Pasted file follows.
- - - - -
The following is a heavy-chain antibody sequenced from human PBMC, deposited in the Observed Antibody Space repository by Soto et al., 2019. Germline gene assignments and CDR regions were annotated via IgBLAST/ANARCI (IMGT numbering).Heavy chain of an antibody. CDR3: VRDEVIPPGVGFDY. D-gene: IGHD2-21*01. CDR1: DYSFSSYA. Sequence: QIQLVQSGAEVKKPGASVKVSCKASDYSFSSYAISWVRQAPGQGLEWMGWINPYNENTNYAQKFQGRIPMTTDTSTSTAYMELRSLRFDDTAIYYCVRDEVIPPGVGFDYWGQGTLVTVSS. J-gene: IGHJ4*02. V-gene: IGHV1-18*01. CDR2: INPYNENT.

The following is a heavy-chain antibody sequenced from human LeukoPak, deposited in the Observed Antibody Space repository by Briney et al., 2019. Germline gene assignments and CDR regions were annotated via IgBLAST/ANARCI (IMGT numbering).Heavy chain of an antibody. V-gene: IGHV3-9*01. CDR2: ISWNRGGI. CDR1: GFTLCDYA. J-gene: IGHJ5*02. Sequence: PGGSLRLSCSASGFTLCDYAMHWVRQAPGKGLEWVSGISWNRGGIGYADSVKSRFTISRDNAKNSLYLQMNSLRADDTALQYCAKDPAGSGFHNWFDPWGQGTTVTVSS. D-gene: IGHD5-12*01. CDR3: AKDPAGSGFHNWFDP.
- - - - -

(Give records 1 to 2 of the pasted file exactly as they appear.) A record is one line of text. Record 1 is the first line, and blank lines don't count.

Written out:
The following is a heavy-chain antibody sequenced from human PBMC, deposited in the Observed Antibody Space repository by Soto et al., 2019. Germline gene assignments and CDR regions were annotated via IgBLAST/ANARCI (IMGT numbering).Heavy chain of an antibody. CDR3: VRDEVIPPGVGFDY. D-gene: IGHD2-21*01. CDR1: DYSFSSYA. Sequence: QIQLVQSGAEVKKPGASVKVSCKASDYSFSSYAISWVRQAPGQGLEWMGWINPYNENTNYAQKFQGRIPMTTDTSTSTAYMELRSLRFDDTAIYYCVRDEVIPPGVGFDYWGQGTLVTVSS. J-gene: IGHJ4*02. V-gene: IGHV1-18*01. CDR2: INPYNENT.

The following is a heavy-chain antibody sequenced from human LeukoPak, deposited in the Observed Antibody Space repository by Briney et al., 2019. Germline gene assignments and CDR regions were annotated via IgBLAST/ANARCI (IMGT numbering).Heavy chain of an antibody. V-gene: IGHV3-9*01. CDR2: ISWNRGGI. CDR1: GFTLCDYA. J-gene: IGHJ5*02. Sequence: PGGSLRLSCSASGFTLCDYAMHWVRQAPGKGLEWVSGISWNRGGIGYADSVKSRFTISRDNAKNSLYLQMNSLRADDTALQYCAKDPAGSGFHNWFDPWGQGTTVTVSS. D-gene: IGHD5-12*01. CDR3: AKDPAGSGFHNWFDP.